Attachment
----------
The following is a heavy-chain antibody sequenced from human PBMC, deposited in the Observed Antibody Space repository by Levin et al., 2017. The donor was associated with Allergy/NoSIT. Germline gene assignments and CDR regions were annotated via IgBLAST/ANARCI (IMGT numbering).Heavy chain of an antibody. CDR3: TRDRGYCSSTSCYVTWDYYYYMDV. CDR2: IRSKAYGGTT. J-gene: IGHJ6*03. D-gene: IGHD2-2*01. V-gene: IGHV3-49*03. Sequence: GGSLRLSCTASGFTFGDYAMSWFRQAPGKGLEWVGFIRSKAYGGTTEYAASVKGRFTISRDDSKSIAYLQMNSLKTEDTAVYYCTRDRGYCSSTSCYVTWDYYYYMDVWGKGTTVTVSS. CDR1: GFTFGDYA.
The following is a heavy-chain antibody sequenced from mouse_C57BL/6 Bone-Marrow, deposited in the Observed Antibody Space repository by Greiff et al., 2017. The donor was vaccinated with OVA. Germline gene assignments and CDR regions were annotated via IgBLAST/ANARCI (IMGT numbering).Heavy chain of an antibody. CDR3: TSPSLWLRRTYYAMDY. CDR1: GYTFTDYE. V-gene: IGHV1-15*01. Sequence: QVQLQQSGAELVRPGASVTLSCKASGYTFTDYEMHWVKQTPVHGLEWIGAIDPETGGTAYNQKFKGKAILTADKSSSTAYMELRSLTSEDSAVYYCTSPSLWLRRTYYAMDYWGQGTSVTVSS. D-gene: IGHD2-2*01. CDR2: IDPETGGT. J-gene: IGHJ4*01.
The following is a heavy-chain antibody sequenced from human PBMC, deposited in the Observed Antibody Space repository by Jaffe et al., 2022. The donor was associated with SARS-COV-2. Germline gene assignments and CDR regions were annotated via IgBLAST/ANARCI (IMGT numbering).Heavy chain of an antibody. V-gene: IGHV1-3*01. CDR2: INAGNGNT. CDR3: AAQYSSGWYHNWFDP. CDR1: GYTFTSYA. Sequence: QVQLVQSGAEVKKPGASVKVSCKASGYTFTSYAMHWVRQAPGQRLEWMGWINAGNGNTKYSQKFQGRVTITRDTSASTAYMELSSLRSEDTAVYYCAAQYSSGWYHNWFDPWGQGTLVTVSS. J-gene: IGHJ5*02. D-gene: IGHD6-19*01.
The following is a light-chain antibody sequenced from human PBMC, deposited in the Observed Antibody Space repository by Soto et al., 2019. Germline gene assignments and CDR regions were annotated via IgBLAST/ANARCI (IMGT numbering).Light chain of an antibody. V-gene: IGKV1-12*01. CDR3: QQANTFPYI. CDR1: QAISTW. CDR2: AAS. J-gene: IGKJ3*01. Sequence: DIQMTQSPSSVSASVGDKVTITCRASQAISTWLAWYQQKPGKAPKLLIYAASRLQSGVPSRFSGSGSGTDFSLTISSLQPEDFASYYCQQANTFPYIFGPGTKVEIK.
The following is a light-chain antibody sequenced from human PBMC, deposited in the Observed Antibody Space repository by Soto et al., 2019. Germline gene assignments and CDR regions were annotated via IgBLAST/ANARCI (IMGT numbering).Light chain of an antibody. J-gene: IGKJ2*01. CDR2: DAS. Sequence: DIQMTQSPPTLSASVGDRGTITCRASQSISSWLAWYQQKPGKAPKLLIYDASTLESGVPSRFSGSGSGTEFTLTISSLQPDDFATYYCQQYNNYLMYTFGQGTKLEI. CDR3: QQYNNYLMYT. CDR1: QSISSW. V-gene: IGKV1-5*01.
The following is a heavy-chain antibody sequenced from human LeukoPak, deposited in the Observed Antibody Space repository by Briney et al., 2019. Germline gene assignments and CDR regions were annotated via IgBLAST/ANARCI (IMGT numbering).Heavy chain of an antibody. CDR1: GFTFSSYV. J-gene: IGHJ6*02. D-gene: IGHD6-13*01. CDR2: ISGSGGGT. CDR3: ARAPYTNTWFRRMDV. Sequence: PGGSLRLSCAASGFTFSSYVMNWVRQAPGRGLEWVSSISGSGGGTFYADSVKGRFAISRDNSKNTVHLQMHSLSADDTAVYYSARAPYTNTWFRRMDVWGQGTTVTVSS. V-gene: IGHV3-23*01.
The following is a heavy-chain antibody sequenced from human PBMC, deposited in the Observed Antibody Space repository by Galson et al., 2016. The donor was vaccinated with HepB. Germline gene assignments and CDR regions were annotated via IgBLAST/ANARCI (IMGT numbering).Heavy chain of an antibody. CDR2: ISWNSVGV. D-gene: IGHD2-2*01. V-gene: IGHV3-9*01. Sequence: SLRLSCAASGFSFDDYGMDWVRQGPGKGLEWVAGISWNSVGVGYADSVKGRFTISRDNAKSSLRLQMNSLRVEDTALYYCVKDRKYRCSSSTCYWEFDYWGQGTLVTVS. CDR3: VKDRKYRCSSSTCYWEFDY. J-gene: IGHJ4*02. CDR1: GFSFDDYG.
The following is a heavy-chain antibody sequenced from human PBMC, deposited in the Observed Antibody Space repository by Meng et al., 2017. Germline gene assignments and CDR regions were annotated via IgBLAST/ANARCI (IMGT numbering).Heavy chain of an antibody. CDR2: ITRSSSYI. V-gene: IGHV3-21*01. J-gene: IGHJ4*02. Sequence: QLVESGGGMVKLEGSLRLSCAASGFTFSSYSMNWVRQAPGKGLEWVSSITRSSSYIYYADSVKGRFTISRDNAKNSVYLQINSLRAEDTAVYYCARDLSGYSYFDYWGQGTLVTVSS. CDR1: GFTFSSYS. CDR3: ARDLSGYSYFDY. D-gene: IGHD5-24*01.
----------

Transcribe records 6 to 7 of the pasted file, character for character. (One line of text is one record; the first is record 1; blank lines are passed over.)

The following is a heavy-chain antibody sequenced from human LeukoPak, deposited in the Observed Antibody Space repository by Briney et al., 2019. Germline gene assignments and CDR regions were annotated via IgBLAST/ANARCI (IMGT numbering).Heavy chain of an antibody. CDR1: GFTFSSYV. J-gene: IGHJ6*02. D-gene: IGHD6-13*01. CDR2: ISGSGGGT. CDR3: ARAPYTNTWFRRMDV. Sequence: PGGSLRLSCAASGFTFSSYVMNWVRQAPGRGLEWVSSISGSGGGTFYADSVKGRFAISRDNSKNTVHLQMHSLSADDTAVYYSARAPYTNTWFRRMDVWGQGTTVTVSS. V-gene: IGHV3-23*01.
The following is a heavy-chain antibody sequenced from human PBMC, deposited in the Observed Antibody Space repository by Galson et al., 2016. The donor was vaccinated with HepB. Germline gene assignments and CDR regions were annotated via IgBLAST/ANARCI (IMGT numbering).Heavy chain of an antibody. CDR2: ISWNSVGV. D-gene: IGHD2-2*01. V-gene: IGHV3-9*01. Sequence: SLRLSCAASGFSFDDYGMDWVRQGPGKGLEWVAGISWNSVGVGYADSVKGRFTISRDNAKSSLRLQMNSLRVEDTALYYCVKDRKYRCSSSTCYWEFDYWGQGTLVTVS. CDR3: VKDRKYRCSSSTCYWEFDY. J-gene: IGHJ4*02. CDR1: GFSFDDYG.